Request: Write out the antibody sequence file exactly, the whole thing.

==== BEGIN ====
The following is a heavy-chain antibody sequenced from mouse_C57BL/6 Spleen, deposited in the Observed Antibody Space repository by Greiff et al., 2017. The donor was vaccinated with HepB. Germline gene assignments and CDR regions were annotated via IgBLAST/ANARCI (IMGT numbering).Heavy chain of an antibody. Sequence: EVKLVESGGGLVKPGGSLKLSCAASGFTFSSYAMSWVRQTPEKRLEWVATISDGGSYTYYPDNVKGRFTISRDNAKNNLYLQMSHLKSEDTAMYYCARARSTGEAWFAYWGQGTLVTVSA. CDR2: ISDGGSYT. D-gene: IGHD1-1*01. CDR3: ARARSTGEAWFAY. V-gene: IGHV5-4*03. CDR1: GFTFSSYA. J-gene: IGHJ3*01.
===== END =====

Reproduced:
The following is a heavy-chain antibody sequenced from mouse_C57BL/6 Spleen, deposited in the Observed Antibody Space repository by Greiff et al., 2017. The donor was vaccinated with HepB. Germline gene assignments and CDR regions were annotated via IgBLAST/ANARCI (IMGT numbering).Heavy chain of an antibody. Sequence: EVKLVESGGGLVKPGGSLKLSCAASGFTFSSYAMSWVRQTPEKRLEWVATISDGGSYTYYPDNVKGRFTISRDNAKNNLYLQMSHLKSEDTAMYYCARARSTGEAWFAYWGQGTLVTVSA. CDR2: ISDGGSYT. D-gene: IGHD1-1*01. CDR3: ARARSTGEAWFAY. V-gene: IGHV5-4*03. CDR1: GFTFSSYA. J-gene: IGHJ3*01.